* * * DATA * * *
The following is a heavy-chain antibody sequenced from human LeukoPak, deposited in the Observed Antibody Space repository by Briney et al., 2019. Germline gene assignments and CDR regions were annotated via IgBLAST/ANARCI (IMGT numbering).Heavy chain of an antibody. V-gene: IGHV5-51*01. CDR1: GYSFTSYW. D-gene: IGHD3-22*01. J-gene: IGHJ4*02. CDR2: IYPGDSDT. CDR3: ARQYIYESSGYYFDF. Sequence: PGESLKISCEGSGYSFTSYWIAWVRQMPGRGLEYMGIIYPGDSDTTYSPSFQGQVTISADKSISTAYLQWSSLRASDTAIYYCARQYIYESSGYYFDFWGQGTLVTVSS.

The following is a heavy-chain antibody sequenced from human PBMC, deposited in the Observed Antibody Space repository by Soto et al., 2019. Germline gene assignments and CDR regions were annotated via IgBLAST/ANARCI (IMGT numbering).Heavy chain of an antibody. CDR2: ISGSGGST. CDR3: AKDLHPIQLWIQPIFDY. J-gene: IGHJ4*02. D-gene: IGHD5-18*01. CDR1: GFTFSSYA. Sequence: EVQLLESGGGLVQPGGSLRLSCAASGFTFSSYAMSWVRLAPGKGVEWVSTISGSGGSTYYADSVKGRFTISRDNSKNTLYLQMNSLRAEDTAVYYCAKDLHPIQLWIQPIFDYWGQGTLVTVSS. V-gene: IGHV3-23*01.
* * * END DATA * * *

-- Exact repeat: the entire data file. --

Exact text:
The following is a heavy-chain antibody sequenced from human LeukoPak, deposited in the Observed Antibody Space repository by Briney et al., 2019. Germline gene assignments and CDR regions were annotated via IgBLAST/ANARCI (IMGT numbering).Heavy chain of an antibody. V-gene: IGHV5-51*01. CDR1: GYSFTSYW. D-gene: IGHD3-22*01. J-gene: IGHJ4*02. CDR2: IYPGDSDT. CDR3: ARQYIYESSGYYFDF. Sequence: PGESLKISCEGSGYSFTSYWIAWVRQMPGRGLEYMGIIYPGDSDTTYSPSFQGQVTISADKSISTAYLQWSSLRASDTAIYYCARQYIYESSGYYFDFWGQGTLVTVSS.

The following is a heavy-chain antibody sequenced from human PBMC, deposited in the Observed Antibody Space repository by Soto et al., 2019. Germline gene assignments and CDR regions were annotated via IgBLAST/ANARCI (IMGT numbering).Heavy chain of an antibody. CDR2: ISGSGGST. CDR3: AKDLHPIQLWIQPIFDY. J-gene: IGHJ4*02. D-gene: IGHD5-18*01. CDR1: GFTFSSYA. Sequence: EVQLLESGGGLVQPGGSLRLSCAASGFTFSSYAMSWVRLAPGKGVEWVSTISGSGGSTYYADSVKGRFTISRDNSKNTLYLQMNSLRAEDTAVYYCAKDLHPIQLWIQPIFDYWGQGTLVTVSS. V-gene: IGHV3-23*01.